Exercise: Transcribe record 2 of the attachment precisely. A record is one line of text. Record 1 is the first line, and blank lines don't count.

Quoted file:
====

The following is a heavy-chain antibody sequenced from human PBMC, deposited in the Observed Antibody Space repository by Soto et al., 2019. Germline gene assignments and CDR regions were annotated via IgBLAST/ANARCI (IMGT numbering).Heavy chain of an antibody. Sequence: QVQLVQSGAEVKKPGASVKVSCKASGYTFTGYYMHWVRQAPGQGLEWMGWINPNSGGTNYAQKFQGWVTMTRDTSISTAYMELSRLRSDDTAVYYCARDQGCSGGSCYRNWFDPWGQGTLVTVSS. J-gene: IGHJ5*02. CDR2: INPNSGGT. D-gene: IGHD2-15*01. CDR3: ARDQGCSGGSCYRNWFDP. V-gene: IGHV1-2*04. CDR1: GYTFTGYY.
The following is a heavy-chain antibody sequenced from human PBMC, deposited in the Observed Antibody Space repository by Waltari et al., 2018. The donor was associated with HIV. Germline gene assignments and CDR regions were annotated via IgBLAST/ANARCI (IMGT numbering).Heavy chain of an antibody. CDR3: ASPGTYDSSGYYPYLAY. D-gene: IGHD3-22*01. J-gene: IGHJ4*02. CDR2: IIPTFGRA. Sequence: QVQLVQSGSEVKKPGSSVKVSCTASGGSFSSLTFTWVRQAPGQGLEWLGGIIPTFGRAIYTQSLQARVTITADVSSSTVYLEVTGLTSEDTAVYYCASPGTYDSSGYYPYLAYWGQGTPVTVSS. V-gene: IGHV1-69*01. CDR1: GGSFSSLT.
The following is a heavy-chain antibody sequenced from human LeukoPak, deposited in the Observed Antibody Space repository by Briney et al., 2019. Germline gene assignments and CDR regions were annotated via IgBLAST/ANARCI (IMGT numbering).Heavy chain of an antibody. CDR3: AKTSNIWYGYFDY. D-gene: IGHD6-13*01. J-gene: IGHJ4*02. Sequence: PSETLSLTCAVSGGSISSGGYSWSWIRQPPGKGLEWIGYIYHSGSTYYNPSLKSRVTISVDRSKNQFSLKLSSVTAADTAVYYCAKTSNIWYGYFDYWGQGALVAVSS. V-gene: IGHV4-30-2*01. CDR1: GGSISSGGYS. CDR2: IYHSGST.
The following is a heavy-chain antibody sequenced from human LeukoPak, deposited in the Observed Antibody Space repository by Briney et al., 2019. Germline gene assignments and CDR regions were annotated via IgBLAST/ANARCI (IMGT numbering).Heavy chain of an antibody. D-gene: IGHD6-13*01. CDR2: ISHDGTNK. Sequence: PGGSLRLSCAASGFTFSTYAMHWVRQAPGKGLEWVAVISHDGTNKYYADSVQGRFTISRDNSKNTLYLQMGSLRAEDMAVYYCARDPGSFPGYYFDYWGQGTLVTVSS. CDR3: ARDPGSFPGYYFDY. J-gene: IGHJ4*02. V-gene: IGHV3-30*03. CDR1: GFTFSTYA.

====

The following is a heavy-chain antibody sequenced from human PBMC, deposited in the Observed Antibody Space repository by Waltari et al., 2018. The donor was associated with HIV. Germline gene assignments and CDR regions were annotated via IgBLAST/ANARCI (IMGT numbering).Heavy chain of an antibody. CDR3: ASPGTYDSSGYYPYLAY. D-gene: IGHD3-22*01. J-gene: IGHJ4*02. CDR2: IIPTFGRA. Sequence: QVQLVQSGSEVKKPGSSVKVSCTASGGSFSSLTFTWVRQAPGQGLEWLGGIIPTFGRAIYTQSLQARVTITADVSSSTVYLEVTGLTSEDTAVYYCASPGTYDSSGYYPYLAYWGQGTPVTVSS. V-gene: IGHV1-69*01. CDR1: GGSFSSLT.